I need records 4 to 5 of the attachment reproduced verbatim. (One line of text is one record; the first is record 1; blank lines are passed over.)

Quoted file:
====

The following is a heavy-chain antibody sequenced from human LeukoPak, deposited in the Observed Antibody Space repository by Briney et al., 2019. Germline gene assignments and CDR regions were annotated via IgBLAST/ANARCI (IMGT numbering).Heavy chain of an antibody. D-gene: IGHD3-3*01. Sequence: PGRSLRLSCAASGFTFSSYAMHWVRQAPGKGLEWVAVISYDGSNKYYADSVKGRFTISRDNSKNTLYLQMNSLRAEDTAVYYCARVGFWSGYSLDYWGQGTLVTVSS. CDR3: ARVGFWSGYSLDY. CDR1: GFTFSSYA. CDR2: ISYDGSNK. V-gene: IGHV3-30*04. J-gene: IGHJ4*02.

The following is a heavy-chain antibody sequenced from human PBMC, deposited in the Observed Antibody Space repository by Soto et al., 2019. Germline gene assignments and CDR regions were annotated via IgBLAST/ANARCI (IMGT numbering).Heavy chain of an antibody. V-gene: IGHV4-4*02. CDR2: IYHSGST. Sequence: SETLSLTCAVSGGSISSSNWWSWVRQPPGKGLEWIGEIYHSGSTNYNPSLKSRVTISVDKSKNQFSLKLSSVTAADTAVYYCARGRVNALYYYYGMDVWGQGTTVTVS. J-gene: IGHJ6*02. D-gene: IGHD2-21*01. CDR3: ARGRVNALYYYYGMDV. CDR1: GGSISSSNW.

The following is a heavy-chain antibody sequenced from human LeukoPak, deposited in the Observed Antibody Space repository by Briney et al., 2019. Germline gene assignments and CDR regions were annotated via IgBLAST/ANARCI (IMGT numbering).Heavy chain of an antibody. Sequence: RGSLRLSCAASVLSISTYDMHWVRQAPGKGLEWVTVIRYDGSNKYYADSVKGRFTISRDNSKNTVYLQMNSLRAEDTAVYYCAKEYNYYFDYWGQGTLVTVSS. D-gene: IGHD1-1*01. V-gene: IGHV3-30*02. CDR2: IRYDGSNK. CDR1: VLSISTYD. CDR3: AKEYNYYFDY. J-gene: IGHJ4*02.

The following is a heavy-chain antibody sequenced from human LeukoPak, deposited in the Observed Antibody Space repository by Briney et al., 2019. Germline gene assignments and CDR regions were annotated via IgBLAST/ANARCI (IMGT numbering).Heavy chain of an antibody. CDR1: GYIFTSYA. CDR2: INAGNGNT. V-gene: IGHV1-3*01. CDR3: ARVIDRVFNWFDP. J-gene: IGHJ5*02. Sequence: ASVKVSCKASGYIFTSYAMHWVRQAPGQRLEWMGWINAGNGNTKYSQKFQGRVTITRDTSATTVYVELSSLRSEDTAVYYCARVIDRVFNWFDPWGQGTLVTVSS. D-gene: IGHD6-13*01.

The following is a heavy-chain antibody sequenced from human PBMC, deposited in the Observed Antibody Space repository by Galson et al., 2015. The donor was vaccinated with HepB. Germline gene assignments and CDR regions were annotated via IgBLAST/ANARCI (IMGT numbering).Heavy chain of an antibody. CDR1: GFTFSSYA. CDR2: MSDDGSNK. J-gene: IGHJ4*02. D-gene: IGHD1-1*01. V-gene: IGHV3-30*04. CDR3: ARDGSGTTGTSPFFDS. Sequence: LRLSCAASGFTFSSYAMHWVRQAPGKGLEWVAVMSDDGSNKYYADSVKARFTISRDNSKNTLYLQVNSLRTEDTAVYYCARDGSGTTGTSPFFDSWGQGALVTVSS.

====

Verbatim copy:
The following is a heavy-chain antibody sequenced from human LeukoPak, deposited in the Observed Antibody Space repository by Briney et al., 2019. Germline gene assignments and CDR regions were annotated via IgBLAST/ANARCI (IMGT numbering).Heavy chain of an antibody. CDR1: GYIFTSYA. CDR2: INAGNGNT. V-gene: IGHV1-3*01. CDR3: ARVIDRVFNWFDP. J-gene: IGHJ5*02. Sequence: ASVKVSCKASGYIFTSYAMHWVRQAPGQRLEWMGWINAGNGNTKYSQKFQGRVTITRDTSATTVYVELSSLRSEDTAVYYCARVIDRVFNWFDPWGQGTLVTVSS. D-gene: IGHD6-13*01.

The following is a heavy-chain antibody sequenced from human PBMC, deposited in the Observed Antibody Space repository by Galson et al., 2015. The donor was vaccinated with HepB. Germline gene assignments and CDR regions were annotated via IgBLAST/ANARCI (IMGT numbering).Heavy chain of an antibody. CDR1: GFTFSSYA. CDR2: MSDDGSNK. J-gene: IGHJ4*02. D-gene: IGHD1-1*01. V-gene: IGHV3-30*04. CDR3: ARDGSGTTGTSPFFDS. Sequence: LRLSCAASGFTFSSYAMHWVRQAPGKGLEWVAVMSDDGSNKYYADSVKARFTISRDNSKNTLYLQVNSLRTEDTAVYYCARDGSGTTGTSPFFDSWGQGALVTVSS.